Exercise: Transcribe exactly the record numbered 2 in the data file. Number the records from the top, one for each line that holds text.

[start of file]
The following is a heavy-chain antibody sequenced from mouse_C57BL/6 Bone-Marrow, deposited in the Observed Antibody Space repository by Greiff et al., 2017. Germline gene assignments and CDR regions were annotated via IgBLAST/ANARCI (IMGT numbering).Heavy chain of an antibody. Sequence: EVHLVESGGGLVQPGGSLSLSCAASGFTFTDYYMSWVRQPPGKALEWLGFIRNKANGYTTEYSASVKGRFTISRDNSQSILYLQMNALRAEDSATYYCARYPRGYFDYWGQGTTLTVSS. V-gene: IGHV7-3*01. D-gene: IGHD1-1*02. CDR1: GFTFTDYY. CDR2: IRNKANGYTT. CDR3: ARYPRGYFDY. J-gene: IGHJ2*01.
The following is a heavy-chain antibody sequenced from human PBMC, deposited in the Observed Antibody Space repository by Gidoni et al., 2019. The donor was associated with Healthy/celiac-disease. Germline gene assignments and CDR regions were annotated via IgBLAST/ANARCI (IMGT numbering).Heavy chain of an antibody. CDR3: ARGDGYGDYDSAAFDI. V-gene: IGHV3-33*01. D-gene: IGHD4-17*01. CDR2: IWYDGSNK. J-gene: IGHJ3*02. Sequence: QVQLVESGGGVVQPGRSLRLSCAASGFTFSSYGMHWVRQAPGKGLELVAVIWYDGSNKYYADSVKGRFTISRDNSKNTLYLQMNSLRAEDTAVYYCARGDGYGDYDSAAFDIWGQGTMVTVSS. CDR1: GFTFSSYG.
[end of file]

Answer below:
The following is a heavy-chain antibody sequenced from human PBMC, deposited in the Observed Antibody Space repository by Gidoni et al., 2019. The donor was associated with Healthy/celiac-disease. Germline gene assignments and CDR regions were annotated via IgBLAST/ANARCI (IMGT numbering).Heavy chain of an antibody. CDR3: ARGDGYGDYDSAAFDI. V-gene: IGHV3-33*01. D-gene: IGHD4-17*01. CDR2: IWYDGSNK. J-gene: IGHJ3*02. Sequence: QVQLVESGGGVVQPGRSLRLSCAASGFTFSSYGMHWVRQAPGKGLELVAVIWYDGSNKYYADSVKGRFTISRDNSKNTLYLQMNSLRAEDTAVYYCARGDGYGDYDSAAFDIWGQGTMVTVSS. CDR1: GFTFSSYG.